From Library Journal
Schwartz (psychology, Swarthmore) here applies the Socratic maxim that the unexamined life is not worth living. For him, the contemporary inquiry is personal, encompassing education, business, sports, and religion. The illusion in vogue is that we can "have it all." "I would like" becomes "I want," which becomes "I need." Inevitably, reality and illusion crash. Such is the stuff of moral philosophy and the substance of Schwartz's book, which concludes that the "continued spread of economic objectives and tactics into domains of life that people have traditionally regarded as governed by other goals and rules are turning social life into a jungle." Perhaps so. Among the phenomena Schwartz points to is the "guilding" of the white-collar professions, which has not always been for the better. Whether one agrees with Schwartz or not, his book bears reading because it addresses key issues of today and asks questions seldom raised.Steven Silkunas, Southeastern Pennsylvania Transportation Authority, Philadelphia
Copyright 1994 Reed Business Information, Inc.
From Kirkus Reviews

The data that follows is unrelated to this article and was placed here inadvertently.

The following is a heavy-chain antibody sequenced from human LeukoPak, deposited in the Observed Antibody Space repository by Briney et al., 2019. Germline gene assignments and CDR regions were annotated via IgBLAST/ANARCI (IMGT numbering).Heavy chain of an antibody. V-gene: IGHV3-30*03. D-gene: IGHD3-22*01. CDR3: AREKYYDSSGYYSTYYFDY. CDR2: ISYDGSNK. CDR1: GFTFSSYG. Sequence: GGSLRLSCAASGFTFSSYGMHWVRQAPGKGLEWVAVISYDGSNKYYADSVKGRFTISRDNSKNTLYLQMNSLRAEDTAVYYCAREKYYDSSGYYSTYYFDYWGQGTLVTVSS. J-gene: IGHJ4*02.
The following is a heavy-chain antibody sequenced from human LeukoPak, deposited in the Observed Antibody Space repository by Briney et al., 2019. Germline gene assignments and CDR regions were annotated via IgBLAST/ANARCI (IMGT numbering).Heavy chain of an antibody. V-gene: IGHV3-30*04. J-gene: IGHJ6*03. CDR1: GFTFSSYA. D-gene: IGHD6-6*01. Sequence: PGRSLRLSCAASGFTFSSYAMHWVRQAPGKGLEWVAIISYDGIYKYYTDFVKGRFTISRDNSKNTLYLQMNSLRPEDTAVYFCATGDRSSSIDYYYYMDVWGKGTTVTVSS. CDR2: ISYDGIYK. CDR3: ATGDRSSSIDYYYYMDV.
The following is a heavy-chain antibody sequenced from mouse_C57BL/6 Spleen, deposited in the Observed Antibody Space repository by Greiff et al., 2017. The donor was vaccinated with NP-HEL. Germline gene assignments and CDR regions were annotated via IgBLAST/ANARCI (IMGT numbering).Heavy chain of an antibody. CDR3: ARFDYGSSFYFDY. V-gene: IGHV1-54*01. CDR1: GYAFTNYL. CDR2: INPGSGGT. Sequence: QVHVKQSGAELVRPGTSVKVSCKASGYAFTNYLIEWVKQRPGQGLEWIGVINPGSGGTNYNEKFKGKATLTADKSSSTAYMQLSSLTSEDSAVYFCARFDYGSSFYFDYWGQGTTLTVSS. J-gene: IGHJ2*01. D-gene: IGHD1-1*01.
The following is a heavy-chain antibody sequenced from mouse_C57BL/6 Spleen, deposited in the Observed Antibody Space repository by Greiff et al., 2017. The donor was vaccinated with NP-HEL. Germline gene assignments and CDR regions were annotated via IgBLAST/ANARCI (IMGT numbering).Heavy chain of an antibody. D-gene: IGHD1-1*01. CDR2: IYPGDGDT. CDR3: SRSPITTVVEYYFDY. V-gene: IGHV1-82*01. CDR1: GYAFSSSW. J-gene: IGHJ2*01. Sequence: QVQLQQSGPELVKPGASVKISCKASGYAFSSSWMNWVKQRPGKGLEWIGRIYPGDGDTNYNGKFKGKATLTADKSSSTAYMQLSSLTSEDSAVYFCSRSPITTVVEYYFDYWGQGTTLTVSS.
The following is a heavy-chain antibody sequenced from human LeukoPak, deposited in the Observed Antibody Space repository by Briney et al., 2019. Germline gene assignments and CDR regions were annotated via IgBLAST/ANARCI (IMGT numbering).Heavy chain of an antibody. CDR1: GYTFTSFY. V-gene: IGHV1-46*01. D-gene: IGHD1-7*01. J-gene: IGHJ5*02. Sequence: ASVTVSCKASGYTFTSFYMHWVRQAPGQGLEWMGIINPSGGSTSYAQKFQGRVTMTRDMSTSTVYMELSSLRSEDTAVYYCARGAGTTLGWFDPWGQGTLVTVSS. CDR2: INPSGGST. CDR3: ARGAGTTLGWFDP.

This broad-brush essay starts from the premise that ``there can be too much freedom in life, and that too much freedom has a serious moral, social, and emotional price.'' Schwartz (Psychology/Swarthmore) is concerned with the darker side of the seemingly limitless choices of middle-class American life. Addressing the psychic toll exacted by too fervent a pursuit of money, power, and position, he catalogues many disturbing features of our time: predatory corporations, the status of medicine and law as self-regulating monopolies, the commercialization of professional sports. Ultimately, he concludes that we must sacrifice some individual freedom for community values and ``reform our institutions so that being a good person is less costly.'' The author is at his best is when he draws on his psychological expertise to make arguments about human nature, our attitudes toward consumption and status, the components of love, the value of work, and the importance of classroom attitudes that foster lifelong learning. Schwartz's grasp of politics and economics is less solid--he doesn't mention the communitarian movement, whose critique of individualism and advocacy of a sense of social responsibility would seem to make it a natural ally. Similarly, he offers only sketchy analyses of what's needed to reorient law and medicine, how to revamp college sports or foster model retail outlets such as consumer cooperatives. He offers an absorbing discussion of his own return to Judaism through a congregation rife with conflict over the relation between religion and politics, but he might also have explored whether institutions other than religious ones can help us ``reintroduce the language of responsibility and morality into our public life.'' Schwartz's ambitious reach understandably exceeds his grasp. But his effort is worthy, and his conclusions contain much sense. -- Copyright ©1994, Kirkus Associates, LP. All rights reserved.